Monday, October 31, 2016

The Disability Community in the Library: An Exciting Announcement!

Picture of comedian Maysoon Zayid
Includes quote: "And I'm like, 'No, like seriously! The part of my brain
that controls coordination is damaged!'"
The first time I ever read a children's or YA book with a disabled character I could identify with, I was 29 years old.

Reviews on Goodreads will tell you that this book is horribly written, and loses the plot halfway through, and it’s just terrible and it’s probably weeded from most teen collections even though it was published in 2011. To tell you the truth I don’t even remember much of what it was about except “If Dawson had cerebral palsy” but that was the biggest thing: It was like reading a book about an abled character. Or, maybe, it was reading a book about a character that got abled character treatment: he had interests and passions and a screwed up friend and realistic goals and all of that had nothing to do with having cerebral palsy. He just had it. And lived.

This was (and still is) rare. The closest feeling I can get to my feeling reading this book was the feeling expressed by some women with the release of Ghostbusters 2016: “this is important and cathartic and satisfying and comforting and god why wasn’t it perfect it should have been perfect.” I wished it was better so that more people liked it, so that more books would be written about realistic disabled characters.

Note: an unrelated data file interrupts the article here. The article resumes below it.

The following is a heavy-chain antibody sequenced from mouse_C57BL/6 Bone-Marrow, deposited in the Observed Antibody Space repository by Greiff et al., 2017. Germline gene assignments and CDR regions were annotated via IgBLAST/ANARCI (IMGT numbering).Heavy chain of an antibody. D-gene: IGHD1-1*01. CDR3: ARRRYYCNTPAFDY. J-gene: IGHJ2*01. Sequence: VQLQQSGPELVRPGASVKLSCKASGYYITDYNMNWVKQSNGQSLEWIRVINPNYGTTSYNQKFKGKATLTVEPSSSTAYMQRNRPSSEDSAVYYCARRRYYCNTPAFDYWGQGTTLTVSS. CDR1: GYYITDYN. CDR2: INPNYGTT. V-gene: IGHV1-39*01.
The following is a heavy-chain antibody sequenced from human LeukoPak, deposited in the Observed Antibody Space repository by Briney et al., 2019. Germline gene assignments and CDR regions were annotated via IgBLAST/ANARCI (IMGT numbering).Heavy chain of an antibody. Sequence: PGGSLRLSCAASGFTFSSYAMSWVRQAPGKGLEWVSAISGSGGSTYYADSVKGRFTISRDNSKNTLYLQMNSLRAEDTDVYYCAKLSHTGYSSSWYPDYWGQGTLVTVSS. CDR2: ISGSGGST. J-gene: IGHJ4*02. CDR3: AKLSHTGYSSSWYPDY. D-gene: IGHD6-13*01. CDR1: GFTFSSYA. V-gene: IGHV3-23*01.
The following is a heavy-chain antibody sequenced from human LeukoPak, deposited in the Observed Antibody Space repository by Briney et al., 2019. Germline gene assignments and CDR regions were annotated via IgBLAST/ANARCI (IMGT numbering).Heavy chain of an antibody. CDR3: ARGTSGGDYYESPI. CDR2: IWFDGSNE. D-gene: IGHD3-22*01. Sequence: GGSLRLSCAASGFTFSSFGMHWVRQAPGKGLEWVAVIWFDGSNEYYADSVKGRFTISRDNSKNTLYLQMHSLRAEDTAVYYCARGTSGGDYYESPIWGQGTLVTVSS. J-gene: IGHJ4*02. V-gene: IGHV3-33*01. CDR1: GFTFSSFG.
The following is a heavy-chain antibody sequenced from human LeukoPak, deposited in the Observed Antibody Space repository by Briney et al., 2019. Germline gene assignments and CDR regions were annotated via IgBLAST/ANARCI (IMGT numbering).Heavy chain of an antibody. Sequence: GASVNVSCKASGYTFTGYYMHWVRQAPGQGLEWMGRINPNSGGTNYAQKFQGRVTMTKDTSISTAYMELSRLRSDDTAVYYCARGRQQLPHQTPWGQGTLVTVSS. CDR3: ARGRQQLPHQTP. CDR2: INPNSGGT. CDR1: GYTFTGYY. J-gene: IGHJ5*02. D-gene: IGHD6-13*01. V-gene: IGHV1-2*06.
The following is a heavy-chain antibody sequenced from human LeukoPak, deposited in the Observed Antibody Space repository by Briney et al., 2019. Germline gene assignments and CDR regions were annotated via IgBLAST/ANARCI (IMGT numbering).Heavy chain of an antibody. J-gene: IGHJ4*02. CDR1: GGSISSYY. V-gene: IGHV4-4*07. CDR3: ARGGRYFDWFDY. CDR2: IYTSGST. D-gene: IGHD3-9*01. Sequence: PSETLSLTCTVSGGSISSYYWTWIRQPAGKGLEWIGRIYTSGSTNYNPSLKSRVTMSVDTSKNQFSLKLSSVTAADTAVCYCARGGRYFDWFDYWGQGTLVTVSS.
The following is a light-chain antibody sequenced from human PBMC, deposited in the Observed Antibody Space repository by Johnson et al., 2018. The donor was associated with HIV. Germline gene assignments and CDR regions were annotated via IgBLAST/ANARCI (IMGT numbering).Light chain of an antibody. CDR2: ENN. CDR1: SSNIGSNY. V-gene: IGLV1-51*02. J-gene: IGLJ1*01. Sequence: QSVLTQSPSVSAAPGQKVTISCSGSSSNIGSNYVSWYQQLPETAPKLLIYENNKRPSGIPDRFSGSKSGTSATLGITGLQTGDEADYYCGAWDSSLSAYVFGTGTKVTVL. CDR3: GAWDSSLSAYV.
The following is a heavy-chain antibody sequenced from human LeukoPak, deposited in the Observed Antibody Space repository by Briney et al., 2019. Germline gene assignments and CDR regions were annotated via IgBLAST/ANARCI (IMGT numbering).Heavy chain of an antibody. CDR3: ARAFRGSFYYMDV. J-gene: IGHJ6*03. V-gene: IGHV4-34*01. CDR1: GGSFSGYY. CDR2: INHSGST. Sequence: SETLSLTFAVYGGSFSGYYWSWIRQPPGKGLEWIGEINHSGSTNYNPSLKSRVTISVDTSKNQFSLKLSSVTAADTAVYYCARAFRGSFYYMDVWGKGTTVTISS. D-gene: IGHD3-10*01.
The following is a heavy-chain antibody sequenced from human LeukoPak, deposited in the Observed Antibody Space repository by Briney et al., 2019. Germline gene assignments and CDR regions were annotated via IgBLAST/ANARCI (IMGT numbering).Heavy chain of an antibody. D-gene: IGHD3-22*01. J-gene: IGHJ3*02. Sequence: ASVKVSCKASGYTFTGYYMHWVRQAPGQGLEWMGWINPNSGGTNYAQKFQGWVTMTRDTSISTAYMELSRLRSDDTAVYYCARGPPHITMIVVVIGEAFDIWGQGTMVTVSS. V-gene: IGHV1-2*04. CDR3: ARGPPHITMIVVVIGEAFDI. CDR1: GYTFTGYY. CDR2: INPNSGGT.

Around this time was the first time I actually started talking to other disabled people about disabilities. Specifically, when I was 29, it was people with cerebral palsy about cerebral palsy. People with other disabilities came later: an extended family member of mine has a disability, one that they have had my entire life, and it did not occur to me to talk about the disabled experience with them until Christmas two years ago. I started reading more about myself as a member of the disability community, rather than as a person in a world not created for me and didn’t understand my experience enough to represent me in media.

Tuesday, October 18, 2016

Summer Reading Tic-Tac-Toe: A guest post by Katie Gatten

Poodles dancing in leotards
Katie Gatten is the Branch and Youth Services Administrator for the Mansfield/Richland County Library in Mansfield, OH, located directly between Columbus and Cleveland. There are 75,000 cardholders in their diverse county. For more information on their Summer Library Program, contact Katie a kgatten at mrcpl dot org.

This post will be decorated with GIFs of cute animals dancing because we all need that in our lives right now.

We decided to change up our Summer Library Program this year, having done the same program for many years.  It wasn’t a bad program, but we just wanted to try something fresh.  We had been giving the kids reading records to complete with 7 images to check off that represented 15 minutes of reading time.  When they turned in a completed record they got to pick a prize.  This was the classic Rhode Island Novelty stuff that was cheap quality yet costly, and fell apart soon after the kids received it.  Once the child completed 5 records and visited the library five times, they would also receive a final prize of a new paperback book of their choice.